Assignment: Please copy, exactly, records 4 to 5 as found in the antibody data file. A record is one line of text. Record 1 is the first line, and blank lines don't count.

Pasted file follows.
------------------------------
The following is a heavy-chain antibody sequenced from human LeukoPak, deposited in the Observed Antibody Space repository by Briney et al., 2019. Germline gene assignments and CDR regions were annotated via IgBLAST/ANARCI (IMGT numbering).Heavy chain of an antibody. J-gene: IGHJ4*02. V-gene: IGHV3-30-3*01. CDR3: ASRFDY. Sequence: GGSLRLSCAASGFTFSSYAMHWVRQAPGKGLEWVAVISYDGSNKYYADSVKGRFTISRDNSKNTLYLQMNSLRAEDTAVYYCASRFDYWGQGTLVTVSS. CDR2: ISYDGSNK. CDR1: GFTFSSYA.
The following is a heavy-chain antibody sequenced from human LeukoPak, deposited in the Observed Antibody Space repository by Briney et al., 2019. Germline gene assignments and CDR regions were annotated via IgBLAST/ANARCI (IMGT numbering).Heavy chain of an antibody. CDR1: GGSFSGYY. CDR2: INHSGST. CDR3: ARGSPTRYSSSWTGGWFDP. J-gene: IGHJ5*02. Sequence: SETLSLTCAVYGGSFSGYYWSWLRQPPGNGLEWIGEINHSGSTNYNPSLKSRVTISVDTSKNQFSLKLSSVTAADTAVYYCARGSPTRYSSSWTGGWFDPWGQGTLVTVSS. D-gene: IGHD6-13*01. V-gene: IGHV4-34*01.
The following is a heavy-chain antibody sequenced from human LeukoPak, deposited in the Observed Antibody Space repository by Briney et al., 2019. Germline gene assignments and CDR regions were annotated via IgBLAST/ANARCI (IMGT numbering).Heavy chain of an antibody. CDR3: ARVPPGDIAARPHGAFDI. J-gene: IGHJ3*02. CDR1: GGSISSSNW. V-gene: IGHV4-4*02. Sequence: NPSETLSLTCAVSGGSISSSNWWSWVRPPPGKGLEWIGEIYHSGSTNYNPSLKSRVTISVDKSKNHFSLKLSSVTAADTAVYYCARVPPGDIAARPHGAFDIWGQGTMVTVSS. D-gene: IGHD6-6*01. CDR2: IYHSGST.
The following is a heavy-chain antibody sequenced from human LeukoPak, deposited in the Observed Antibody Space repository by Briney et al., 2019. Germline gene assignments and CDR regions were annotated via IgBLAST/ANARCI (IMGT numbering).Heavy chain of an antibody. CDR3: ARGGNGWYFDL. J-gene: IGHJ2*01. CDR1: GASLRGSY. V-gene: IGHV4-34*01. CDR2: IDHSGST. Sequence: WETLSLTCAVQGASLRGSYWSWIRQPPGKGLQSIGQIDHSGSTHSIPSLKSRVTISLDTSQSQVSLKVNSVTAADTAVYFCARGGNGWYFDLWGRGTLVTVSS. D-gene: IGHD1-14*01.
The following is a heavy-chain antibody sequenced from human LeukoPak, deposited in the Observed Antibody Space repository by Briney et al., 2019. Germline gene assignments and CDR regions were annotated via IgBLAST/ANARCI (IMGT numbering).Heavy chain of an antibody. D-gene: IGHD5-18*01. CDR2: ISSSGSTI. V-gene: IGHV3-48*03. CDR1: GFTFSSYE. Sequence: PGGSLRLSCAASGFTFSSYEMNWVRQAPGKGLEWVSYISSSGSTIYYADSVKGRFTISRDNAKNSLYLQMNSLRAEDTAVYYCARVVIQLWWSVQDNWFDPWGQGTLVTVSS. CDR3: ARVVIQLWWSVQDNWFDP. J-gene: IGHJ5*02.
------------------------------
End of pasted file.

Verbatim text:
The following is a heavy-chain antibody sequenced from human LeukoPak, deposited in the Observed Antibody Space repository by Briney et al., 2019. Germline gene assignments and CDR regions were annotated via IgBLAST/ANARCI (IMGT numbering).Heavy chain of an antibody. CDR3: ARGGNGWYFDL. J-gene: IGHJ2*01. CDR1: GASLRGSY. V-gene: IGHV4-34*01. CDR2: IDHSGST. Sequence: WETLSLTCAVQGASLRGSYWSWIRQPPGKGLQSIGQIDHSGSTHSIPSLKSRVTISLDTSQSQVSLKVNSVTAADTAVYFCARGGNGWYFDLWGRGTLVTVSS. D-gene: IGHD1-14*01.
The following is a heavy-chain antibody sequenced from human LeukoPak, deposited in the Observed Antibody Space repository by Briney et al., 2019. Germline gene assignments and CDR regions were annotated via IgBLAST/ANARCI (IMGT numbering).Heavy chain of an antibody. D-gene: IGHD5-18*01. CDR2: ISSSGSTI. V-gene: IGHV3-48*03. CDR1: GFTFSSYE. Sequence: PGGSLRLSCAASGFTFSSYEMNWVRQAPGKGLEWVSYISSSGSTIYYADSVKGRFTISRDNAKNSLYLQMNSLRAEDTAVYYCARVVIQLWWSVQDNWFDPWGQGTLVTVSS. CDR3: ARVVIQLWWSVQDNWFDP. J-gene: IGHJ5*02.